June 14, 2022
I heard voices. I thought I was dreaming until I heard the distinctive “thump, thump, thump” of someone jumping on the neighbors’ trampoline.
I got out of bed and walked to the kitchen window where I could see the trampoline in the backyard next door, and three boys were laughing and talking and jumping.
Did I mention that it was 11:45 PM?
Perhaps they heard me or felt my presence, but they then quietly disappeared into the house.
I wish I could say that I slept well the rest of the night, but that was not the case. I knew I needed to talk with the parents, for middle of the night trampoline parties held by elementary school-aged children is not ok. I was quite certain it was not ok with the parents either and for whatever reason they were not aware of the backyard action, but still I was not eager to be the mean old woman on the block.
The next afternoon I went next door, and when the young Dad came to the door, I said, “I hate to do this, but did you know your boys were jumping on the trampoline at 11:45 last night?”
No, he had no idea. The boys had a sleepover and after setting them up with a movie at 10:00 pm, he and his wife went to bed, congratulating themselves that all seemed to be well. He apologized and assured me they would take care of it.
I reassured him that we thoroughly enjoy the boys and emphasized my hope that the boys knew they could always turn to us if they needed help of any kind.
A bit later I received a note of apology. The note is now on my bulletin board–a sweet treasure and a symbol of how it, indeed, takes a village to care for our children.
We have 22 children on our block, and it delights my husband and I to see them playing with each other outside, racing up and down the block, making up games, and enjoying big chunks of non-screen time. There is an air of safety, and I trust that everyone on the block takes responsibility for the care and protection of those children.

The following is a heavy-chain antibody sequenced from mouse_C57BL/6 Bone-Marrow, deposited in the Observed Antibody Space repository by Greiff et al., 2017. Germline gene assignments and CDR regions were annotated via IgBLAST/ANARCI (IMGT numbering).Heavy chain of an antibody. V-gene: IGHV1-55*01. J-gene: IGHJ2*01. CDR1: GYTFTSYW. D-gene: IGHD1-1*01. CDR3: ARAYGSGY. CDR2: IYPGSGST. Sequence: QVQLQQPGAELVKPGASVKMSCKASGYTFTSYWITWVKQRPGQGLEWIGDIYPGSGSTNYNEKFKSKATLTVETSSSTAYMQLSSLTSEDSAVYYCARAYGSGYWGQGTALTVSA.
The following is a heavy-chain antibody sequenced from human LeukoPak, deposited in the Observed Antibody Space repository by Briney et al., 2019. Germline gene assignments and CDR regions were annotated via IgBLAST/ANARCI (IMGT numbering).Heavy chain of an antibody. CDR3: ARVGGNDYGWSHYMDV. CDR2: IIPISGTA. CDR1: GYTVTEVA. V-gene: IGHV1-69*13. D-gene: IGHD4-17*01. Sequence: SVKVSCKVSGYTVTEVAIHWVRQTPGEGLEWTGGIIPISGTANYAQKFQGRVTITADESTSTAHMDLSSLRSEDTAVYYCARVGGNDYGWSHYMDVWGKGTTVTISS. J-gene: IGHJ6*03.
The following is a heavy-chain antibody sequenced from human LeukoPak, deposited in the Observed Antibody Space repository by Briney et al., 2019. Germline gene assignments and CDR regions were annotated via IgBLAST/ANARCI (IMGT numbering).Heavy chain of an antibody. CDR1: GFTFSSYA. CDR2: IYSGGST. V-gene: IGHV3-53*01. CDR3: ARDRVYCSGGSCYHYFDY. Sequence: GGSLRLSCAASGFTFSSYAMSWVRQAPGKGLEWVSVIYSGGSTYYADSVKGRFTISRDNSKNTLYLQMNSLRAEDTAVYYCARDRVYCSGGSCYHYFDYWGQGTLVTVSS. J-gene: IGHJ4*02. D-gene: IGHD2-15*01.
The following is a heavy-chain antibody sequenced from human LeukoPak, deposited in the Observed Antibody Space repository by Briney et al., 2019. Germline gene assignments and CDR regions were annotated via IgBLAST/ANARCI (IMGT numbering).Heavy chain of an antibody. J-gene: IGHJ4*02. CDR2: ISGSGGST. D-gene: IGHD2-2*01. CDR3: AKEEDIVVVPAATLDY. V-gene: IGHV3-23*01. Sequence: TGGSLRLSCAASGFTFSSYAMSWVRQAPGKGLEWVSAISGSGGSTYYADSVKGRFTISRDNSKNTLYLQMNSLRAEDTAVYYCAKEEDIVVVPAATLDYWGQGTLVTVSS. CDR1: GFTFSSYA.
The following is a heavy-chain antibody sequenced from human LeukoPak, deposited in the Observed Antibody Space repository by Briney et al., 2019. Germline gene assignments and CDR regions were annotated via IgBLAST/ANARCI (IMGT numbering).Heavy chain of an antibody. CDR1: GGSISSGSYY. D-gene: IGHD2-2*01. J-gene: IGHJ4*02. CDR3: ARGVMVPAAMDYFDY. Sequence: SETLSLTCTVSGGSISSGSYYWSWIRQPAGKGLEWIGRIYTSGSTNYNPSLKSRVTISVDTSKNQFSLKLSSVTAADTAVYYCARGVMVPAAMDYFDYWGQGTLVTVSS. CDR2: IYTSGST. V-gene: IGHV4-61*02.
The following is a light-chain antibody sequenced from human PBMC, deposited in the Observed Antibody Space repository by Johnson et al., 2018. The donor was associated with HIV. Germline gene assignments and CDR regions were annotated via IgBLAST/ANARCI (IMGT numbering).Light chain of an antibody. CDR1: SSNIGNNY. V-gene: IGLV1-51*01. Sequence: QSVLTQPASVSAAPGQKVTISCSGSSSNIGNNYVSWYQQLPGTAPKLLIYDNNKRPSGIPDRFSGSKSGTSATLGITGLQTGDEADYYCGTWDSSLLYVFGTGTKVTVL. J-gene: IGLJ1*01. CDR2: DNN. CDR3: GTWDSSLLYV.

However, I also know that in the bigger picture we have failed our children. We have failed to protect them. Parents are afraid. Teachers are afraid. Children are afraid. And yet, we continue to ignore ways to protect our children, and, in fact, all of us by not enacting gun regulation laws. And it is up to each of us, everyone in the village, to create the change that will allow our children to grow without fear or trauma that will color the way they live the rest of their lives.
How are you willing to be part of the village that cares and protects our children? I would love to know.
4 thoughts on “It Takes A Village”
Nancy~ A post after my own heart today. On Caledonia Circle in Louisville many of us have lived there for 40 years, on average. We’ve raised our own and each other’s children. Now those children are bringing their own children back to “the Circle” for us grandparents to interact with & for them to get to know the other “grands.” A rare blessing, indeed! Many of us are former teachers or have worked in public schools so I’m passing your post on to them, with love. Thank you! Beth
Your comment reminds me that we all have a role in raising each other’s children. The children you “raised” are so fortunate.
Our neighborhood has undergone many generations and right now there aren’t many children. About 7 on our block. I’ve always reached out to the children, complementing them when they are out, taking brownies or other goodies to their homes for various reasons, waving, just being kind. Most of the kids are responsive and polite. A couple of siblings are very stand-offish so I have quit trying with that family unless absolutely necessary, like when we had major work done on our home that took up part of the street for a couple of days. I really appreciate when everyone is a good neighbor.
What a good neighbor you are.
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